Allusion In Hamlet Essay

1140 Words 5 Pages
William Shakespeare’s Hamlet is a tragedy which illustrates his command of the English language, and resonates to this day as a well-known play. Utilizing allusion and intertwining metaphor and simile perfectly, to create a captivating performance in Act III Scene II of Hamlet, Shakespeare’s rhetoric creates suspense. These literary devices allow this particular scene to shine as a part of the play, and allow for the development of questioning. In the scene, Horatio and Hamlet conversing demonstrates an instance where Hamlet is attempting to gain more knowledge about the situation he finds himself in. Separating itself from other works of Shakespeare, Hamlet does not turn violent until the very end of the play because of his doubting nature. …show more content…
Referencing instances which have previously occurred in the story, Hamlet is able to let Horatio know that he trusts him, and that he wants him to be part of the plan he has conceived. An instance of allusion in the passage occurs when Hamlet glosses over his issues with Rosencrantz and Guildenstern: “And blessed are those / whose blood and judgment are so well commingled / That they are not a pipe for Fortune’s finger / To sound what stop she please.” (3.2.67-70) Angered by their deceit and betrayal, Hamlet alludes to the poor treatment that he had received from Rosencrantz and Guildenstern in order to praise Horatio. In using this example, Hamlet contrasts the difference between his friends by emphasizing Horatio’s loyalty, and his trustworthiness. Worrying for his own sanity, Hamlet also calls into question the assertions of his father’s ghost, and concocts a scheme in order to determine their validity. Wishing for Horatio’s input and accompaniment as an accomplice, Hamlet, trusting him, begins to explains the plan. Shakespeare uses allusion again in the passage, this time to remind Horatio of the sighting of King Hamlet’s ghostly apparition: “If his occulted guilt / Do not itself unkennel in one speech / It is a damned ghost that we have seen.” (3.2.79-81) This is an integral line in the play, as …show more content…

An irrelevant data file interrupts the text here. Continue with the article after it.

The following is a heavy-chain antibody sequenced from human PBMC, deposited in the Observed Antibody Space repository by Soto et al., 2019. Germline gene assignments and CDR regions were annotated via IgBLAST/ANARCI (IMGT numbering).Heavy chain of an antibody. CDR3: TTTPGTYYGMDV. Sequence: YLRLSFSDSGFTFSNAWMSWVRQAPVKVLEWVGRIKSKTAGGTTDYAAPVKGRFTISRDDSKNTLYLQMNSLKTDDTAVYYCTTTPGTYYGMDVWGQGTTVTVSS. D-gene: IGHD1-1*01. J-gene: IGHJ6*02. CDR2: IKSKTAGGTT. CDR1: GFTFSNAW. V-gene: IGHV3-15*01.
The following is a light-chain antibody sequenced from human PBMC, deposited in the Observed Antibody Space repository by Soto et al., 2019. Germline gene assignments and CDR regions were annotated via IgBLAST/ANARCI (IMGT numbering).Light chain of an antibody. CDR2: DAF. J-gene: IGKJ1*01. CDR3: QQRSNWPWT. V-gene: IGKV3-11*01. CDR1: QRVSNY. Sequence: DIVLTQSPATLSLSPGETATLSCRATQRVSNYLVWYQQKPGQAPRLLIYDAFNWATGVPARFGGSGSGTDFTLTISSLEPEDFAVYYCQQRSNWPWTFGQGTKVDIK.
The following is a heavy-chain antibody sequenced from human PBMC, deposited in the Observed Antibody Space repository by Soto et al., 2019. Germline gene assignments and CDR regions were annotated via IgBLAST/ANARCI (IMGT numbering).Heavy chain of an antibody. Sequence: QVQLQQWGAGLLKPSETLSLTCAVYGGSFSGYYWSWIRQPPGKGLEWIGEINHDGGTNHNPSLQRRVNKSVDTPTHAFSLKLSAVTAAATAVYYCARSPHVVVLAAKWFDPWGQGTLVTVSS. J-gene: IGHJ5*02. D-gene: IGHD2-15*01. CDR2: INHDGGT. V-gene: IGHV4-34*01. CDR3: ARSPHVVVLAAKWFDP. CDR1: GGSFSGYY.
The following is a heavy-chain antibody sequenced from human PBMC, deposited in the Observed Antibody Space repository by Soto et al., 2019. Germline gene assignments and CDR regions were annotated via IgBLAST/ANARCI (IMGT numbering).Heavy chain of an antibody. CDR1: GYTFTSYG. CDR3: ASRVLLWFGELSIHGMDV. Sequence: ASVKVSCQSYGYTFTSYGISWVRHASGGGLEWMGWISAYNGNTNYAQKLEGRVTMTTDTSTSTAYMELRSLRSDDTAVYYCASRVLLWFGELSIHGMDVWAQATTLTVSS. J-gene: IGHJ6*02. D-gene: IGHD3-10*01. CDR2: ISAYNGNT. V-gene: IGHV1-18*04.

Demonstrated early in the passage, metaphor is used to explain how Hamlet only seeks to impress and befriend those who can do favours for him: “No, let the candied tongue lick absurd pomp, / And crook the pregnant hinges of the knee / Where thrift may follow fawning.” (3.2.59-61) In providing the metaphor of the candied tongue, Hamlet provides his motive for his trust in Horatio: that he can accomplish favours for him. This instance is particularly telling, as Hamlet compliments Horatio before using him in his plans later on in the play. Worried about having to make a decision concerning Claudius’ guilt, Hamlet declares that his speculations could be incorrect, and uses simile to express its implications: “If his occulted guilt / Do not itself unkennel in one speech, / It is a damned ghost that we have seen, / And my imaginations are as foul / As Vulcan’s stithy.” (3.2.79-83) Through referencing Vulcan – the Roman God of the Forge – Hamlet likens the possibility of his poor judgement to the foul smell of metalworking. This in turn alludes to the crushing impact it would have on Hamlet and his quest for the truth, as he has essentially predetermined that Claudius is guilty, but has no proof. Hatching a ploy to determine the truth, Hamlet intentionally delays his violent actions yet again, using his

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